A commemorative postage stamp on the Shah Abdul Latif Bhitai Mausoleum :
Issued by Pakistan
Issued on Oct 8, 1987
Issued for : To commemorate Hazrat Shah Abdul Latif Bhitai, Pakistan Post Office is issuing a stamp of 80 Paisa denomination on October 8, 1987.
Designer : Adil Salahuddin
Type : Stamp, Postal Used
Denomination : 80 Paisa
Colours : Yellow, Red, Blue and Black
Size of Stamp : 40 x 40 mm
Size of Print : 37 x 37 mm
Perforation : 13C
Quantity : 500,000
Number of stamps in a sheet : 50 (fifty)
Process of Printing : Litho Offset
Printer : Pakistan Security Printing Corporation
Name : Shah Abdul Latif
Born on Nov 18, 1689 at Sui–Qandar (Bhit Shah) Hala, Sindh, Pakistan
Died on Jan 1, 1752 at Bhit Shah, Sindh, Pakistan
- Shah Abdul Latif, the most popular and versatile poet of Sindhi language and the greatest exponent of Sindhi Sufi thought and Sindhi traditions, was born in 1689 A.D. in Hala Haveli, presently a township in Hyderabad District. By Decent he belonged to an already well-known and highly esteemed Jararpota Sayyad family of Sind which also had a traditional reputation as having produced poets. Shah of Sindh, was one of his ancestors.
- The themes and the contents of his poetry show the great dimensions of his genius for Sindhi poetry and overshadow the formal education of his times that he must have received which at that time included the study of Quran and Theology and learning of Arabic and Persian languages.
- His sufistic longings took him to Lasbela and parts of Makran in Balochistan, which brought him contact with all sections of the people, the poor villagers, artisans, farmers, the sons of the desert in the South-East of Sind, and the mountaineers in its west, where he discovered the life and traditions, worries and sorrows, the hopes and aspirations of the people: thus also he came to explore the spiritual side of other modes of life, particularly Hinduism, and associate himself with the Sadhus of various Hindu sects, and visited the Ganja Mount in Sind, Mount Girnar in Kathiawar and Nani in Makran. The variety of his experiences made him acutely aware of the Essence beyond the veil of the ceremonials: the Essence, according to him, consists of love for the creator and the fellow human beings. He retired to lonely prayers and long solitudes to experience the truth at the higher spiritual levels: from these he emerged imbued with love for humanity. He imparted his experiences to others through his verses which eventually reached every hut and hamlet in the country: he built a new abode for himself and his associates on sand-dune called Bhit in Sindhi and thereby came to be known to the people all around as Bhitai i.e. of the Bhit.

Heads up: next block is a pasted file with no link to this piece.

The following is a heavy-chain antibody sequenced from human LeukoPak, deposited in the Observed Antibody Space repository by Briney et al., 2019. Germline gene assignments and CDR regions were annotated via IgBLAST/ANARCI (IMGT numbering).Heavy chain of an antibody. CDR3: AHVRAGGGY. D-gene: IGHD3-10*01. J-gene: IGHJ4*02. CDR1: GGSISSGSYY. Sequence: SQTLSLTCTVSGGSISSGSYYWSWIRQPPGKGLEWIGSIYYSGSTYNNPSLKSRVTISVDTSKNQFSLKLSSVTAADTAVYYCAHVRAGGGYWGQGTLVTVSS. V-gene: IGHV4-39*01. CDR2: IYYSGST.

- The years of his life marked the turning point in the history of the Indo–Pak subcontinent and also that of Sind. By the time he was 18 years old, Emperor Aurangzeb Alamgir died in 1707 and his death marked the disintegration of the Mughal Empire and Sind, which was a part of the Mughal Dominions, gained independence under the dynastic rule of the Kalhoras who through their religious leadership and influence now gained the temporal power. Latif was 50 years old when Nadir Shah sacked and devastated Delhi and over-ran Sind, and Latif was 58 when Ahmed Shah Abdali invaded India and annexed Sind. Shah Abdul Latif, who had already been moved by the pitiful conditions of the masses of the area now further attached himself to the common folk whose ideals and ways of life he proceeded to uphold and advocate through his poetry.
- His father Shah Habib died in 1742 A.D. and Shah Abdul Latif became the head of his house more so as a reverend ‘Saint of Bhit’ aged 53 for the next 10 years Bhit was the reverend sanctuary of the Saint and his associates, an abode for the faqirs, and the place of pilgrimage for his followers. During these years he, in all probability composed the bulk of his poems containing his social and spiritual experiences. He died in 1752 A.D. but by that time the echo of his sweet melodies from Bhit resounded all over Sind and had already endeared the Soul-touching verses of the poet to all sections of the people, the Muslims and the Hindus, the poor and the rich alike.
- Translation of some verses from ‘Shah Jo Risalo’
If hundreds of suns were to arise,
And eighty four moons were to surprise,
By Allah, without the Beloved’s face,
Darkness there would be, without a ray’s trace.
Who knows before dying to be annihilated,
They will not be conquered, but resurrected,
Such ones, indeed, will live through Eternity,
Who have learnt, in his life, the secret of immorality.
The gallows are indeed an ornament,
And for the lovers of final fulfilment,
To falter or flee would be a disgrace
for those that are bent to tribulations face,
To boldly welcome and greet annihilations
is indeed a lover’s eternal destination.
If yourself you a moth call,
Let the flame in extinction fall,
The fire has burnt many a one,
You with yourself the fire burn,
Learn the art of fire-extinguishing,
Let not the world know its reckoning.
- Contributed by Institute of Sindhology, Jamshoro (Sind)
- Issued by The Director General, Pakistan Post Office, Islamabad.